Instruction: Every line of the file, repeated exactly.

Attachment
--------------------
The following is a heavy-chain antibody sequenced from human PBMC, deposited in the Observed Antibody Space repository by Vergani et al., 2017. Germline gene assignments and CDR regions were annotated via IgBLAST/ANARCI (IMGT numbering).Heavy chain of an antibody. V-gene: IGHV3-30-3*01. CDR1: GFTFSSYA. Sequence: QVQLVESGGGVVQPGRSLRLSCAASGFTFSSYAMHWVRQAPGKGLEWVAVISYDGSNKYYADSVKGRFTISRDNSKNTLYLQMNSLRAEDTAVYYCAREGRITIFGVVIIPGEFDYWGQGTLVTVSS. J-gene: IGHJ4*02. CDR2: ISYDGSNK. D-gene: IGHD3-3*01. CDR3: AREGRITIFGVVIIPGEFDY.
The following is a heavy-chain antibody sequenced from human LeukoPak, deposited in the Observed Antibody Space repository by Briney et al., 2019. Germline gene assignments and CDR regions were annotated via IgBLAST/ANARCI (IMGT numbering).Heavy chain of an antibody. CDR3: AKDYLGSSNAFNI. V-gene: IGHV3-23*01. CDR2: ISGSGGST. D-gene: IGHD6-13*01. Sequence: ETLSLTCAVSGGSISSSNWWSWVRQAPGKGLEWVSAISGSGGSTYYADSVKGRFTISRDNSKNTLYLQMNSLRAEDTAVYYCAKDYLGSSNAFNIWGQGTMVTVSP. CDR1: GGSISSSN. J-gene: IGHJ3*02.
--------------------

The following is a heavy-chain antibody sequenced from human PBMC, deposited in the Observed Antibody Space repository by Vergani et al., 2017. Germline gene assignments and CDR regions were annotated via IgBLAST/ANARCI (IMGT numbering).Heavy chain of an antibody. V-gene: IGHV3-30-3*01. CDR1: GFTFSSYA. Sequence: QVQLVESGGGVVQPGRSLRLSCAASGFTFSSYAMHWVRQAPGKGLEWVAVISYDGSNKYYADSVKGRFTISRDNSKNTLYLQMNSLRAEDTAVYYCAREGRITIFGVVIIPGEFDYWGQGTLVTVSS. J-gene: IGHJ4*02. CDR2: ISYDGSNK. D-gene: IGHD3-3*01. CDR3: AREGRITIFGVVIIPGEFDY.
The following is a heavy-chain antibody sequenced from human LeukoPak, deposited in the Observed Antibody Space repository by Briney et al., 2019. Germline gene assignments and CDR regions were annotated via IgBLAST/ANARCI (IMGT numbering).Heavy chain of an antibody. CDR3: AKDYLGSSNAFNI. V-gene: IGHV3-23*01. CDR2: ISGSGGST. D-gene: IGHD6-13*01. Sequence: ETLSLTCAVSGGSISSSNWWSWVRQAPGKGLEWVSAISGSGGSTYYADSVKGRFTISRDNSKNTLYLQMNSLRAEDTAVYYCAKDYLGSSNAFNIWGQGTMVTVSP. CDR1: GGSISSSN. J-gene: IGHJ3*02.